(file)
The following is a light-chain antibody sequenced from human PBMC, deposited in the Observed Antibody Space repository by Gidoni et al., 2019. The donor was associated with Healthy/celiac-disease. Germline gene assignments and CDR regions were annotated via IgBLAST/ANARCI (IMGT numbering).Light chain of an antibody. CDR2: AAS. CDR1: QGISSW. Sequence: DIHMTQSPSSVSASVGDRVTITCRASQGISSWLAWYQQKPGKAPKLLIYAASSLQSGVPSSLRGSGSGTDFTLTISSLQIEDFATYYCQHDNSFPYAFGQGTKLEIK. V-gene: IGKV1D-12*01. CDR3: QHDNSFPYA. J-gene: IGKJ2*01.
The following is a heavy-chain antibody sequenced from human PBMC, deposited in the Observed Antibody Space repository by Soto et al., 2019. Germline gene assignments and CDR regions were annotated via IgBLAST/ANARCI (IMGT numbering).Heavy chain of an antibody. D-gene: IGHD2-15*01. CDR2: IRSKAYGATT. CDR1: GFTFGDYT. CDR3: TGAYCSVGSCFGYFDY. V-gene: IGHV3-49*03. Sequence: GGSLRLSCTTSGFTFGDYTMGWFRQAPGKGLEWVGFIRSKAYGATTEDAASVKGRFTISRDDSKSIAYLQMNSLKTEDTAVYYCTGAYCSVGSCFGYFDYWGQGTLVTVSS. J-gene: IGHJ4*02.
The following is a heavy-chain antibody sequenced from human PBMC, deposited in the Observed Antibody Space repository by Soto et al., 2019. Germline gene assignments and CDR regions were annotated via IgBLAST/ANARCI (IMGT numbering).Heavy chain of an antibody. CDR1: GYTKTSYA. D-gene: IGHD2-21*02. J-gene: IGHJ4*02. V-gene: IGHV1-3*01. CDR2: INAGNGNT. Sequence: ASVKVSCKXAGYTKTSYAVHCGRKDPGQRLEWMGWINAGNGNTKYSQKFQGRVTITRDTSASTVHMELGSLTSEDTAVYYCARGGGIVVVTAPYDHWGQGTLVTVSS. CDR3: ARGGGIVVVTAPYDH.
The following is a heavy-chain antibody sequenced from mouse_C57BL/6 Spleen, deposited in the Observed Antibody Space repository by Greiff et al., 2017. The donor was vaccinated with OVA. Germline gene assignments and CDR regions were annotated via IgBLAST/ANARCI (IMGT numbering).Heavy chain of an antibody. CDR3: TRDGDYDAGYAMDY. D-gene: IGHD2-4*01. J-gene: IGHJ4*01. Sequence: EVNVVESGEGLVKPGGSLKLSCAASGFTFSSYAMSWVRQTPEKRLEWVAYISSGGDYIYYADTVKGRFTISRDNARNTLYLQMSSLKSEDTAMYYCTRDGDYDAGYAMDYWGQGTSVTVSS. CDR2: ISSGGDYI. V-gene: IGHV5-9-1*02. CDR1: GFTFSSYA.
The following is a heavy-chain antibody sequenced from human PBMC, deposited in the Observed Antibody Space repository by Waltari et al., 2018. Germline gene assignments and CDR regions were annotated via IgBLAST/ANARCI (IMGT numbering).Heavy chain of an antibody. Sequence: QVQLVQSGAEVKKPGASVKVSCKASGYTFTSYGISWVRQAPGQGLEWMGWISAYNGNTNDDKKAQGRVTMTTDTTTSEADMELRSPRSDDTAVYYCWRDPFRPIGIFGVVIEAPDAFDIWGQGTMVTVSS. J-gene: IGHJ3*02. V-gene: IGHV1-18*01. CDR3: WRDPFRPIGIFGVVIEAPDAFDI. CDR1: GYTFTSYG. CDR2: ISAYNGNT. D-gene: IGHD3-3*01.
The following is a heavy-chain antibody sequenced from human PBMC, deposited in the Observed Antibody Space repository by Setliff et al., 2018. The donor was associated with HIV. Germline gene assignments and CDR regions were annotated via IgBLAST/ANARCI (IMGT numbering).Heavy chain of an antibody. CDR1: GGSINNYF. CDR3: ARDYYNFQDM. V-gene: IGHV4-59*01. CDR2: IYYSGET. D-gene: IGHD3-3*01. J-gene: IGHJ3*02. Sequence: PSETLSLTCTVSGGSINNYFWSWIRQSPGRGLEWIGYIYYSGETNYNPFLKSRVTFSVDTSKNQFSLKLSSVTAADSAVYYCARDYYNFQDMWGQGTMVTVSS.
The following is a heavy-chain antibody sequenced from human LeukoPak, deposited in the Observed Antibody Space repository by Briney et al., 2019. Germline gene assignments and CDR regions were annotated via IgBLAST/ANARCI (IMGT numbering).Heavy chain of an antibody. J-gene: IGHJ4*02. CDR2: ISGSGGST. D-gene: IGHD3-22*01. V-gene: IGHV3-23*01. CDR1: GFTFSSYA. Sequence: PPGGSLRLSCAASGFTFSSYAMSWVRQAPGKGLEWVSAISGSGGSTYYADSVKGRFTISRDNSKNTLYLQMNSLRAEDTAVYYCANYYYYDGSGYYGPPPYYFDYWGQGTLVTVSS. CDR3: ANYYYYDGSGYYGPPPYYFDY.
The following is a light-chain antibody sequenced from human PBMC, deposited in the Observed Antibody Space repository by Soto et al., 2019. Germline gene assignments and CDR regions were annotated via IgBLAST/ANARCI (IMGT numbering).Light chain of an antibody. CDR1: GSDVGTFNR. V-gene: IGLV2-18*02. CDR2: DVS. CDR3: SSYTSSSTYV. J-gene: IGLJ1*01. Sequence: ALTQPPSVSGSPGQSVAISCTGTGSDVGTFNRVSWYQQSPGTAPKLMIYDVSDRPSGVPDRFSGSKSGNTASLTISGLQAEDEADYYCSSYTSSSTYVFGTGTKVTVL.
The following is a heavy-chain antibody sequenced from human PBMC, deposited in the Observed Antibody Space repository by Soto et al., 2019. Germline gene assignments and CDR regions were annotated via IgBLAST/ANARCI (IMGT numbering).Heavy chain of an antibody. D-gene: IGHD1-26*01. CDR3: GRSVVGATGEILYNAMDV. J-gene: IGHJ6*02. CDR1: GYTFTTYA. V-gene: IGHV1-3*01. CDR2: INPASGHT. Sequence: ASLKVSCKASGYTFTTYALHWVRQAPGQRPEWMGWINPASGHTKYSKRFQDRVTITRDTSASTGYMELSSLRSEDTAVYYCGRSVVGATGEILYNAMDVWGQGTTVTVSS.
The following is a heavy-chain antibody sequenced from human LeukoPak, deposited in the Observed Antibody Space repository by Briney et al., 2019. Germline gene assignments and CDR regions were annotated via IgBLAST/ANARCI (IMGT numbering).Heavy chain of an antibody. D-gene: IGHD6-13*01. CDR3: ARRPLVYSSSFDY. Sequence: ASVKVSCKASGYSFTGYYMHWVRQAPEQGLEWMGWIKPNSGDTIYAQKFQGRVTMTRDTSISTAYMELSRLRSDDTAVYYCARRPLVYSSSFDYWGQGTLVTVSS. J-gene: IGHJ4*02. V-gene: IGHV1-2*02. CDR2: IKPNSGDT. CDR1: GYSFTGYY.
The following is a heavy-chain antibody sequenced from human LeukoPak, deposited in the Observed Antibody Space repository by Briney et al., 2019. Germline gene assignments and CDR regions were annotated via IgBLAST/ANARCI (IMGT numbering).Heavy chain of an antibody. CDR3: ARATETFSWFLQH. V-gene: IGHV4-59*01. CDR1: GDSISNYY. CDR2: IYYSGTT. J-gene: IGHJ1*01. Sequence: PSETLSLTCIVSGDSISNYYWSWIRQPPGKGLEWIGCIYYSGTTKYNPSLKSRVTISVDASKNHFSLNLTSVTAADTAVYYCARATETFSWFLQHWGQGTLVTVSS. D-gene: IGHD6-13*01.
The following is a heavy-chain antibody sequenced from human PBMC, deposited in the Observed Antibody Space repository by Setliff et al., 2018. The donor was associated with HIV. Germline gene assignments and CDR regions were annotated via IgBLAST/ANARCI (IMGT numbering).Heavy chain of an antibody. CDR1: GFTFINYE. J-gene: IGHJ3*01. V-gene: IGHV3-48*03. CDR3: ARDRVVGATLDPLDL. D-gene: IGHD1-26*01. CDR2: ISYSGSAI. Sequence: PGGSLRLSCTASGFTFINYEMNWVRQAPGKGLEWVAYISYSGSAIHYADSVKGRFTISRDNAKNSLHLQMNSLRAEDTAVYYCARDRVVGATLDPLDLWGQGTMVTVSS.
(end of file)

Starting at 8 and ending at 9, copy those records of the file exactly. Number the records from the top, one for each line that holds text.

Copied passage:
The following is a light-chain antibody sequenced from human PBMC, deposited in the Observed Antibody Space repository by Soto et al., 2019. Germline gene assignments and CDR regions were annotated via IgBLAST/ANARCI (IMGT numbering).Light chain of an antibody. CDR1: GSDVGTFNR. V-gene: IGLV2-18*02. CDR2: DVS. CDR3: SSYTSSSTYV. J-gene: IGLJ1*01. Sequence: ALTQPPSVSGSPGQSVAISCTGTGSDVGTFNRVSWYQQSPGTAPKLMIYDVSDRPSGVPDRFSGSKSGNTASLTISGLQAEDEADYYCSSYTSSSTYVFGTGTKVTVL.
The following is a heavy-chain antibody sequenced from human PBMC, deposited in the Observed Antibody Space repository by Soto et al., 2019. Germline gene assignments and CDR regions were annotated via IgBLAST/ANARCI (IMGT numbering).Heavy chain of an antibody. D-gene: IGHD1-26*01. CDR3: GRSVVGATGEILYNAMDV. J-gene: IGHJ6*02. CDR1: GYTFTTYA. V-gene: IGHV1-3*01. CDR2: INPASGHT. Sequence: ASLKVSCKASGYTFTTYALHWVRQAPGQRPEWMGWINPASGHTKYSKRFQDRVTITRDTSASTGYMELSSLRSEDTAVYYCGRSVVGATGEILYNAMDVWGQGTTVTVSS.